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What makes choke input chokes special?

Depanatoru

Member
2006-07-06 10:27 am
And I said there is no need for anything as the voltage across the choke is not reversing to negative ... maybe some people should refresh their knowledge about simple filters . This is not SMPS switching .
 
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Really? Remember that in the tube heydays LC filtering was common especially with mercury filled rectifiers (80, 866 etc.). I've never seen an additional grounded diode there to »discharge« the choke.
There is no off-cycle in a full wave rectifier. Current comes from one phase or the other. But some circuits still use a ground diode to cover the dead time.
 
Yes, that is what I used at that time, a bridge, and that gave me more hum. [In my current 300B I have a valve after the bridge, two halves parallel. Works great, very soft commutation.]
For a choke input filter, having a valve diode between the bridge and the choke does not change the hard commutation of the bridge diodes - the valve diode is effectively just adding to the series resistance of the choke.
There is no off-cycle in a full wave rectifier. Current comes from one phase or the other. But some circuits still use a ground diode to cover the dead time.
I don't recall seeing any choke input filter schematics in amps showing a 'ground diode' - can you link to a schematic or amp ?
 
Mostly they are designed to not buzz so much when used as an input choke.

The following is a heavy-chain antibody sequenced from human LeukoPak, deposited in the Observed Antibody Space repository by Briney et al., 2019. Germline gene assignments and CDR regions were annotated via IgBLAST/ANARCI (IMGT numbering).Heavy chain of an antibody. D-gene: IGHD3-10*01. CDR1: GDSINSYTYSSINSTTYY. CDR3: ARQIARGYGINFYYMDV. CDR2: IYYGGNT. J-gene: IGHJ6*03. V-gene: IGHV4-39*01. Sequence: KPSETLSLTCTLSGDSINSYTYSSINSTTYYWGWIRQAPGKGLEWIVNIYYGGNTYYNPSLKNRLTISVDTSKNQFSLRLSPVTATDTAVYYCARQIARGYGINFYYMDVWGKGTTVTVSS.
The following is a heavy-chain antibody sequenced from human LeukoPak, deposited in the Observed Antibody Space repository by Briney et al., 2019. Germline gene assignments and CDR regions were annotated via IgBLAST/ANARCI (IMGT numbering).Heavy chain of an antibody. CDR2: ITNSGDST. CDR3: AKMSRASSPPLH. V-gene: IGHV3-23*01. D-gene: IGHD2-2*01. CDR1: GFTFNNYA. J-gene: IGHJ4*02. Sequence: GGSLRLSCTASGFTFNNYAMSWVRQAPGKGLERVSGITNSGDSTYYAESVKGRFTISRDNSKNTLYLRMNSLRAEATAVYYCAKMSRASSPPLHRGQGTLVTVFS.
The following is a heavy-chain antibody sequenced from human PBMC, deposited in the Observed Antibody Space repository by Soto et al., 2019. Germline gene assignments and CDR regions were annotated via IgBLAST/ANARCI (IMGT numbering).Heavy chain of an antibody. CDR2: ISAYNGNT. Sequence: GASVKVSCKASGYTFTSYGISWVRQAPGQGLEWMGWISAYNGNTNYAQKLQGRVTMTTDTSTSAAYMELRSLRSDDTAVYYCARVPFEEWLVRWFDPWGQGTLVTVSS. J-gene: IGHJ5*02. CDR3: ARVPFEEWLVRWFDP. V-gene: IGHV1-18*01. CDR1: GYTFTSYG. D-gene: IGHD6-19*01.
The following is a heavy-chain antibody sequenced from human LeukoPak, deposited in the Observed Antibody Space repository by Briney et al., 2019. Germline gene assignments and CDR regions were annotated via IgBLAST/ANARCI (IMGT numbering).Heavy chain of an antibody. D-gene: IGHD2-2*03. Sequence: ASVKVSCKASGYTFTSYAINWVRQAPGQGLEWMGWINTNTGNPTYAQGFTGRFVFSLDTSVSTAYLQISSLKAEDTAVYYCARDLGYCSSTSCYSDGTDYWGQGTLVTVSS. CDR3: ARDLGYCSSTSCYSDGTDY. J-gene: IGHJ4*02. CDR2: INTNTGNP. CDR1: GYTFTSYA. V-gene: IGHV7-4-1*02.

They may be designed as swinging chokes where they will have more inductance with a light load and have less inductance with a heavy load.
The point of the swinging choke is to just satisfy the minimum inductance number that is required for light loading.
Hammond had several swinging chokes in their product line at one time.
They would have been used in the PS for Class B amps.
 
Chokes for such duty need to have flux density headroom for the accounted AC voltage swing across. They will also radiate more EMF.

Due to the AC voltage they will as well vibrate more.

Swinging choke is one that saturates easily from Idc. Here is what happens.

1. Idc increases due to load requirements.
2. Choke flux density increases, reaches BH knee, chokes saturates.
3. Permeability decreases
4. Inductance decreases.
5. But because L vs I decreases linearly and critical current is linear, the power supply remains in choke input. Swinging chokes are advantageous for, for example, class AB amplifiers. I'm using an in-house swinging choke input for my LM1875 amplifier.